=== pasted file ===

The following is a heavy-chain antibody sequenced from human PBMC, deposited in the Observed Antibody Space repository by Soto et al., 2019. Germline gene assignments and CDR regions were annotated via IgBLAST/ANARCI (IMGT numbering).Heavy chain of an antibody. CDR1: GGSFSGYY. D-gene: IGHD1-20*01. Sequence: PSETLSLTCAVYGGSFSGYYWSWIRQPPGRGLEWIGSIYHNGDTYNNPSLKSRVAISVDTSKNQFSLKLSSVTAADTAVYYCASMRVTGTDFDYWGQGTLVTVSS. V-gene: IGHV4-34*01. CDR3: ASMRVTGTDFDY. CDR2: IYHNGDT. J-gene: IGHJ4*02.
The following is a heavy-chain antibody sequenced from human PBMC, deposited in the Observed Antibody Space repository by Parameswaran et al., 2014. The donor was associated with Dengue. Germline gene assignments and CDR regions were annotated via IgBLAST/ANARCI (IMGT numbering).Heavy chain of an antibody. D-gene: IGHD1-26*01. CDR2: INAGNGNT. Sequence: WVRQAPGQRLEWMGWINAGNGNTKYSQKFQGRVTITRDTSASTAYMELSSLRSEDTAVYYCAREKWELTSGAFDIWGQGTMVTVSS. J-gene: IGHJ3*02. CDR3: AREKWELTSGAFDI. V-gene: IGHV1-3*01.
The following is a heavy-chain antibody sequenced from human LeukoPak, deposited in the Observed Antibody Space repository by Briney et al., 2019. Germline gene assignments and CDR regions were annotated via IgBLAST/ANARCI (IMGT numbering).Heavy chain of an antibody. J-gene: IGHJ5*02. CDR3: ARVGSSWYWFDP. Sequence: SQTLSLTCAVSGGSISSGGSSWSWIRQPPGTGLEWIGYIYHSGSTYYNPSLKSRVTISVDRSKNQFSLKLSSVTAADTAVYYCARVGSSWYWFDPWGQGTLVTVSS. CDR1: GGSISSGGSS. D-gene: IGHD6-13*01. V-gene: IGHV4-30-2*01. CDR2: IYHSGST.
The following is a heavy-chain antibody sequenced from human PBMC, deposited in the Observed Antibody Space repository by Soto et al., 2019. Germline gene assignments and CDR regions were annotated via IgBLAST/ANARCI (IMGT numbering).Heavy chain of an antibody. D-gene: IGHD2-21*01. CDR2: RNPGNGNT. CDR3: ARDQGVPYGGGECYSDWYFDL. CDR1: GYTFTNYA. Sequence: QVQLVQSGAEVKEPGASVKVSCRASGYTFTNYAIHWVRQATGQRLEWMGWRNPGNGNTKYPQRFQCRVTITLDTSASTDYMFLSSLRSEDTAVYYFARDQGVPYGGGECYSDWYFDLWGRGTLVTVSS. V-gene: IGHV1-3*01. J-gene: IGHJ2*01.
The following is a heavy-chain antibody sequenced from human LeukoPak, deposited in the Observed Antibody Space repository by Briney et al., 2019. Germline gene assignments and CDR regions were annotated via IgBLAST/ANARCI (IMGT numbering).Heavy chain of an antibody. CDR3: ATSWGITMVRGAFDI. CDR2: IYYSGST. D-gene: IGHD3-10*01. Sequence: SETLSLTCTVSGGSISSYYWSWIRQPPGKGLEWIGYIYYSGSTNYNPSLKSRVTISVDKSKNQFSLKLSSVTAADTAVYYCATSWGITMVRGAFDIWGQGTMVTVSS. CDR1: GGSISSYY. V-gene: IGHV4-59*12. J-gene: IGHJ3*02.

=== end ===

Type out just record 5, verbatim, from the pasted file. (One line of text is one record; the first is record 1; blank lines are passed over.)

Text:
The following is a heavy-chain antibody sequenced from human LeukoPak, deposited in the Observed Antibody Space repository by Briney et al., 2019. Germline gene assignments and CDR regions were annotated via IgBLAST/ANARCI (IMGT numbering).Heavy chain of an antibody. CDR3: ATSWGITMVRGAFDI. CDR2: IYYSGST. D-gene: IGHD3-10*01. Sequence: SETLSLTCTVSGGSISSYYWSWIRQPPGKGLEWIGYIYYSGSTNYNPSLKSRVTISVDKSKNQFSLKLSSVTAADTAVYYCATSWGITMVRGAFDIWGQGTMVTVSS. CDR1: GGSISSYY. V-gene: IGHV4-59*12. J-gene: IGHJ3*02.